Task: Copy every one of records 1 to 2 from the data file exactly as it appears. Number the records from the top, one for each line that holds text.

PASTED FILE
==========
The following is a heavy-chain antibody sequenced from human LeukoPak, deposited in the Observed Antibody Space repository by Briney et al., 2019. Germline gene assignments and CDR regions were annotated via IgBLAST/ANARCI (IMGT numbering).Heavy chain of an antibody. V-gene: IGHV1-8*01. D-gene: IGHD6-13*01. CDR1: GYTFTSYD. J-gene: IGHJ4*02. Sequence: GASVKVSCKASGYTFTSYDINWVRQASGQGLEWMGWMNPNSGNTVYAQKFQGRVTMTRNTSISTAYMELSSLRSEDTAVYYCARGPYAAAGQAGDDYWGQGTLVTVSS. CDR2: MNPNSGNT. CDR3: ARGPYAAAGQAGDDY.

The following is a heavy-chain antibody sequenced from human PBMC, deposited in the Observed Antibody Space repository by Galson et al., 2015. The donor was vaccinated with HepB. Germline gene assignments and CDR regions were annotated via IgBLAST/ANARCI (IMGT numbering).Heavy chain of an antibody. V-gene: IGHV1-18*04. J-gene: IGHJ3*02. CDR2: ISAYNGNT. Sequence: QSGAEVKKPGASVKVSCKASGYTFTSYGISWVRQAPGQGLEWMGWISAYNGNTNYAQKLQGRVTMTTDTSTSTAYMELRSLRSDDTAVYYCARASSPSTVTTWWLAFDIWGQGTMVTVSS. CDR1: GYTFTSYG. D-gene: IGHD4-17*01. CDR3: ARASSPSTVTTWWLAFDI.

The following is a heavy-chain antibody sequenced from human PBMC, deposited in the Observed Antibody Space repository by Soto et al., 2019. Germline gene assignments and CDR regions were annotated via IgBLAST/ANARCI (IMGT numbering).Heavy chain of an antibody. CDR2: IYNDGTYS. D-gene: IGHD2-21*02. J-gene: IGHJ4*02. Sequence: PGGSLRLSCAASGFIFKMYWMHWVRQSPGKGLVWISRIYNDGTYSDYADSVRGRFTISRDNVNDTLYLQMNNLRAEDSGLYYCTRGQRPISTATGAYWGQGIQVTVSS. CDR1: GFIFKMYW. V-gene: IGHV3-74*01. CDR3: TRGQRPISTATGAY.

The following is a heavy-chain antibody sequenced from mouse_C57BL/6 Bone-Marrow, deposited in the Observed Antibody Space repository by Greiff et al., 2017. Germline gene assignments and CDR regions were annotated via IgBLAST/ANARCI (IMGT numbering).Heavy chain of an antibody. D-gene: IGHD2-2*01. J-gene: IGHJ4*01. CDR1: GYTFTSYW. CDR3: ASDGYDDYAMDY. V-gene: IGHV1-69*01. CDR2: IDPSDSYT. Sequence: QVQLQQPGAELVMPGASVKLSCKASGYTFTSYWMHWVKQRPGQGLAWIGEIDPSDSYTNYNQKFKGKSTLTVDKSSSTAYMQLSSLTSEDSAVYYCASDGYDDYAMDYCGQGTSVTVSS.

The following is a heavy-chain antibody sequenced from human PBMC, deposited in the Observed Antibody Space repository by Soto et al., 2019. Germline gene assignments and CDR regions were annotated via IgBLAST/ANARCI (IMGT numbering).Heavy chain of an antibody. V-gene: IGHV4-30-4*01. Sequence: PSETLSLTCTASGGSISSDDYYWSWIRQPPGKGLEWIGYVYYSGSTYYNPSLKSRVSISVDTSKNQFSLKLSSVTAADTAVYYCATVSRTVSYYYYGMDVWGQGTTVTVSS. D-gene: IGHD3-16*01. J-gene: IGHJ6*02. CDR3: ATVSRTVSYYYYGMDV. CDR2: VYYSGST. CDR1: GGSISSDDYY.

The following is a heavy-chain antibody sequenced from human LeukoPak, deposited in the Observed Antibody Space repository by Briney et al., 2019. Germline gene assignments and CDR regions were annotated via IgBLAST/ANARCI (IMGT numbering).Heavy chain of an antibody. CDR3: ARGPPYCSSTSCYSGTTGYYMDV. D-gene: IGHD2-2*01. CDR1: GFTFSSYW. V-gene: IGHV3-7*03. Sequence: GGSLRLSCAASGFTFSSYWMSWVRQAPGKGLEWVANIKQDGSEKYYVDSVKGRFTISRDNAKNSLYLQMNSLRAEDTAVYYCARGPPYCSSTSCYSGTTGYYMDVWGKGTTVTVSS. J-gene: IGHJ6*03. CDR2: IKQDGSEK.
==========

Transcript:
The following is a heavy-chain antibody sequenced from human LeukoPak, deposited in the Observed Antibody Space repository by Briney et al., 2019. Germline gene assignments and CDR regions were annotated via IgBLAST/ANARCI (IMGT numbering).Heavy chain of an antibody. V-gene: IGHV1-8*01. D-gene: IGHD6-13*01. CDR1: GYTFTSYD. J-gene: IGHJ4*02. Sequence: GASVKVSCKASGYTFTSYDINWVRQASGQGLEWMGWMNPNSGNTVYAQKFQGRVTMTRNTSISTAYMELSSLRSEDTAVYYCARGPYAAAGQAGDDYWGQGTLVTVSS. CDR2: MNPNSGNT. CDR3: ARGPYAAAGQAGDDY.

The following is a heavy-chain antibody sequenced from human PBMC, deposited in the Observed Antibody Space repository by Galson et al., 2015. The donor was vaccinated with HepB. Germline gene assignments and CDR regions were annotated via IgBLAST/ANARCI (IMGT numbering).Heavy chain of an antibody. V-gene: IGHV1-18*04. J-gene: IGHJ3*02. CDR2: ISAYNGNT. Sequence: QSGAEVKKPGASVKVSCKASGYTFTSYGISWVRQAPGQGLEWMGWISAYNGNTNYAQKLQGRVTMTTDTSTSTAYMELRSLRSDDTAVYYCARASSPSTVTTWWLAFDIWGQGTMVTVSS. CDR1: GYTFTSYG. D-gene: IGHD4-17*01. CDR3: ARASSPSTVTTWWLAFDI.